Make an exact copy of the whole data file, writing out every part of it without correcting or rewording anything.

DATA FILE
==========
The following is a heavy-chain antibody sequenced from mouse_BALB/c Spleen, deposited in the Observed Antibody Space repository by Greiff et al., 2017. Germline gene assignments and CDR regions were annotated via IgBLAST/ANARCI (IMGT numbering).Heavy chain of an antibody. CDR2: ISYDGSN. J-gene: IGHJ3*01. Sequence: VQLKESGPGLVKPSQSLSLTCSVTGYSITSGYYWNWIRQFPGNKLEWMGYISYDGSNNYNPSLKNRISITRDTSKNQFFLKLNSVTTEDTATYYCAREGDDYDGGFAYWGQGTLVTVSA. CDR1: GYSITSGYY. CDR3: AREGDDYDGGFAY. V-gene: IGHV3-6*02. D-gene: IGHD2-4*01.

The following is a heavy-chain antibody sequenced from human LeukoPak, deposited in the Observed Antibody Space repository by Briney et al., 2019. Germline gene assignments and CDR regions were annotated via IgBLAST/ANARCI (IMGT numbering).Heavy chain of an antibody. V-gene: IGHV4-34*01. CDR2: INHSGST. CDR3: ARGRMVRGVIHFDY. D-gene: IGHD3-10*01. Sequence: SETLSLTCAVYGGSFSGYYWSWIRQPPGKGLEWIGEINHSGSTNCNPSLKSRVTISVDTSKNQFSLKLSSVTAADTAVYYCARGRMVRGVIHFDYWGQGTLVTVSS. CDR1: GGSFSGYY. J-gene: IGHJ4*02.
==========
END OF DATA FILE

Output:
The following is a heavy-chain antibody sequenced from mouse_BALB/c Spleen, deposited in the Observed Antibody Space repository by Greiff et al., 2017. Germline gene assignments and CDR regions were annotated via IgBLAST/ANARCI (IMGT numbering).Heavy chain of an antibody. CDR2: ISYDGSN. J-gene: IGHJ3*01. Sequence: VQLKESGPGLVKPSQSLSLTCSVTGYSITSGYYWNWIRQFPGNKLEWMGYISYDGSNNYNPSLKNRISITRDTSKNQFFLKLNSVTTEDTATYYCAREGDDYDGGFAYWGQGTLVTVSA. CDR1: GYSITSGYY. CDR3: AREGDDYDGGFAY. V-gene: IGHV3-6*02. D-gene: IGHD2-4*01.

The following is a heavy-chain antibody sequenced from human LeukoPak, deposited in the Observed Antibody Space repository by Briney et al., 2019. Germline gene assignments and CDR regions were annotated via IgBLAST/ANARCI (IMGT numbering).Heavy chain of an antibody. V-gene: IGHV4-34*01. CDR2: INHSGST. CDR3: ARGRMVRGVIHFDY. D-gene: IGHD3-10*01. Sequence: SETLSLTCAVYGGSFSGYYWSWIRQPPGKGLEWIGEINHSGSTNCNPSLKSRVTISVDTSKNQFSLKLSSVTAADTAVYYCARGRMVRGVIHFDYWGQGTLVTVSS. CDR1: GGSFSGYY. J-gene: IGHJ4*02.